A global pandemic. Soaring inflation. Worldwide economic volatility. The world has been through a lot in the last few years. And that means that rates of anxiety and depression have skyrocketed from their already record-setting pre-pandemic levels.
The good news, though, is that you don’t have to be imprisoned in a cycle of worry and unhappiness. There are changes you can make today to help you reduce your risk for anxiety and depression. Among the most significant of these changes is the cultivation of a diet specifically designed to support your mental health.
Prioritize Whole (and Unprocessed) Foods
When you’re looking for a mood-boosting diet, getting your fill of essential vitamins and minerals while eliminating the unhealthy fillers is key. This means focusing on whole, natural foods, particularly fresh fruits and vegetables.
Packing your diet with fresh, whole foods also means that you’re going to be eating fewer processed foods, which can be highly beneficial to your mental well-being. Processed foods are generally loaded with sodium, preservatives, and artificial coloring and flavoring.
Above all, highly processed foods tend to be full of added sugar, which is certainly not something you need if you are hoping to feel better in both body and mind. Sugar can be detrimental to your health because it’s a known inflammatory agent, which can increase your risk for chronic disease, persistent pain, and a lower overall quality of life.
Choose “Smart” Carbs
Carbohydrates are essential for a nutritious, well-balanced diet. However, when it comes to your mental health, not all carbs are created equal. Simple carbohydrates are generally converted by the body into sugar which, as noted above, can have negative impacts on your mind and body. This means that you shouldn’t turn to cakes, cookies, pasta, and other foods made from white flour.
Instead, opt for complex carbohydrates, such as those found in whole grains, legumes, fruits, and vegetables. Complex carbohydrates appear to trigger the release of calming neurotransmitters, particularly serotonin, and thus have a soothing effect similar to that of antianxiety medications.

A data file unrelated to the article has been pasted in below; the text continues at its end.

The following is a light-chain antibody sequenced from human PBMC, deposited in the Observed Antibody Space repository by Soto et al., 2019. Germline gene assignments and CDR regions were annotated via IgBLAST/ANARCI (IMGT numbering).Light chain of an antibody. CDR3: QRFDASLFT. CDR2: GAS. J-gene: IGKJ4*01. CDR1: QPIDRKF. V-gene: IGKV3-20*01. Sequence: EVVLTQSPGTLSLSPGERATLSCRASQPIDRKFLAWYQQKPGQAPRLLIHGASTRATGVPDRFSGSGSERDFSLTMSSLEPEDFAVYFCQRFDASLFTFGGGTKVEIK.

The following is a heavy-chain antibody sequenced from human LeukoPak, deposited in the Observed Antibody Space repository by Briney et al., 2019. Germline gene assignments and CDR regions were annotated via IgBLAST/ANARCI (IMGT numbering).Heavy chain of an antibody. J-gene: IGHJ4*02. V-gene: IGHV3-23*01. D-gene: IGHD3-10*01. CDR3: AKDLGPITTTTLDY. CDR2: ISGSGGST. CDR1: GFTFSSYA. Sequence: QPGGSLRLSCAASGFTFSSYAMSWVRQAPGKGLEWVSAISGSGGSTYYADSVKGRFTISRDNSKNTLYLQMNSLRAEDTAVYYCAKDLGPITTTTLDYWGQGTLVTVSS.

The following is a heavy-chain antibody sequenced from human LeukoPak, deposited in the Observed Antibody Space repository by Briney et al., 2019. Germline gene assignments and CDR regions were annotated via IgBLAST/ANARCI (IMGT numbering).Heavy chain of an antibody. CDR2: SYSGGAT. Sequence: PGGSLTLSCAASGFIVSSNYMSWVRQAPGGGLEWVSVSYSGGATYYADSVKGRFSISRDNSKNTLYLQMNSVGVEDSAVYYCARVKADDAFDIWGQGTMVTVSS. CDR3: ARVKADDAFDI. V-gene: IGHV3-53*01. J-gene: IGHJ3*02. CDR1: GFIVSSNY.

In addition to infusing your diet with fresh fruits and vegetables and avoiding processed foods, it’s also a good idea to reduce or even eliminate your alcohol intake. Not only is alcohol a known depressant, but it can also lead to an exacerbation of anxiety symptoms — especially if you’ve developed a dependency and are attempting to abstain.
If you suffer from depression or anxiety and turn to alcohol to cope with your symptoms, you’ll likely find that drinking only amplifies rather than reduces your mental distress. It’s all too easy to start with only a drink or two and ultimately consume too many. It may offer some short-term alleviation, but you’re better off without it in the long run.
One of your most powerful weapons in the fight against mental illness is your diet. You can reduce your risk for anxiety and depression by avoiding processed foods and simple sugars and turning instead to fresh, whole fruits, vegetables, and grains. Similarly, reducing your alcohol intake or eliminating alcohol means avoiding the depressant effects of the substance while preventing the depression and anxiety that can arise from dependency.
Katie Brenneman is a passionate writer specializing in lifestyle, mental health, and fitness-related content. When she isn’t writing, you can find her with her nose buried in a book or hiking with her dog, Charlie. To connect with Katie, you can follow her on Twitter.
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